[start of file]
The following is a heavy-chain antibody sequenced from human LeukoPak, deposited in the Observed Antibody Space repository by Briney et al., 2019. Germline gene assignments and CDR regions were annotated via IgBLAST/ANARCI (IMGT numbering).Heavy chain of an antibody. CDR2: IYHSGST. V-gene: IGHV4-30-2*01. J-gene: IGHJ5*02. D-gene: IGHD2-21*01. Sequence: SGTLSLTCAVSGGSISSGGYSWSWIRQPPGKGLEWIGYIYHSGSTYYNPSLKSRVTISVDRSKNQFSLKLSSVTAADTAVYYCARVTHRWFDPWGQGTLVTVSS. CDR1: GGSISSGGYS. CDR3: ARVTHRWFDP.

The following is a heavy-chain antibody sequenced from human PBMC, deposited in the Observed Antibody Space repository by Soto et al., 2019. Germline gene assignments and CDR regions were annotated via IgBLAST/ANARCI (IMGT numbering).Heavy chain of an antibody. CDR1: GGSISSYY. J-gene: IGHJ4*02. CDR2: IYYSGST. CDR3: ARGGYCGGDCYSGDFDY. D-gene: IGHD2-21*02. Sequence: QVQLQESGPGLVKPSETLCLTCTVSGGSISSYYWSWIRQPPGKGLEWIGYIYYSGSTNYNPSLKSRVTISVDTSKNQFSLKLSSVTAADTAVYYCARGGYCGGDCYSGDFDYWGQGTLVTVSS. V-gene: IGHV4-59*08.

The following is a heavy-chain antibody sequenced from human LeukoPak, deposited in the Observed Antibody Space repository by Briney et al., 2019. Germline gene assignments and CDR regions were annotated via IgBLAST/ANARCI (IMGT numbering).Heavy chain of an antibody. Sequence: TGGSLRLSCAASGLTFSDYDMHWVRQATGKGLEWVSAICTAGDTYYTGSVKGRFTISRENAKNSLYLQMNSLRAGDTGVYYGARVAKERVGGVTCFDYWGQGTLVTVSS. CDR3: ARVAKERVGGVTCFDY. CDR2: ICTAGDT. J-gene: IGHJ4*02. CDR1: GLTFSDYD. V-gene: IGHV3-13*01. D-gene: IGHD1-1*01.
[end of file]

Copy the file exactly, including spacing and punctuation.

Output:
The following is a heavy-chain antibody sequenced from human LeukoPak, deposited in the Observed Antibody Space repository by Briney et al., 2019. Germline gene assignments and CDR regions were annotated via IgBLAST/ANARCI (IMGT numbering).Heavy chain of an antibody. CDR2: IYHSGST. V-gene: IGHV4-30-2*01. J-gene: IGHJ5*02. D-gene: IGHD2-21*01. Sequence: SGTLSLTCAVSGGSISSGGYSWSWIRQPPGKGLEWIGYIYHSGSTYYNPSLKSRVTISVDRSKNQFSLKLSSVTAADTAVYYCARVTHRWFDPWGQGTLVTVSS. CDR1: GGSISSGGYS. CDR3: ARVTHRWFDP.

The following is a heavy-chain antibody sequenced from human PBMC, deposited in the Observed Antibody Space repository by Soto et al., 2019. Germline gene assignments and CDR regions were annotated via IgBLAST/ANARCI (IMGT numbering).Heavy chain of an antibody. CDR1: GGSISSYY. J-gene: IGHJ4*02. CDR2: IYYSGST. CDR3: ARGGYCGGDCYSGDFDY. D-gene: IGHD2-21*02. Sequence: QVQLQESGPGLVKPSETLCLTCTVSGGSISSYYWSWIRQPPGKGLEWIGYIYYSGSTNYNPSLKSRVTISVDTSKNQFSLKLSSVTAADTAVYYCARGGYCGGDCYSGDFDYWGQGTLVTVSS. V-gene: IGHV4-59*08.

The following is a heavy-chain antibody sequenced from human LeukoPak, deposited in the Observed Antibody Space repository by Briney et al., 2019. Germline gene assignments and CDR regions were annotated via IgBLAST/ANARCI (IMGT numbering).Heavy chain of an antibody. Sequence: TGGSLRLSCAASGLTFSDYDMHWVRQATGKGLEWVSAICTAGDTYYTGSVKGRFTISRENAKNSLYLQMNSLRAGDTGVYYGARVAKERVGGVTCFDYWGQGTLVTVSS. CDR3: ARVAKERVGGVTCFDY. CDR2: ICTAGDT. J-gene: IGHJ4*02. CDR1: GLTFSDYD. V-gene: IGHV3-13*01. D-gene: IGHD1-1*01.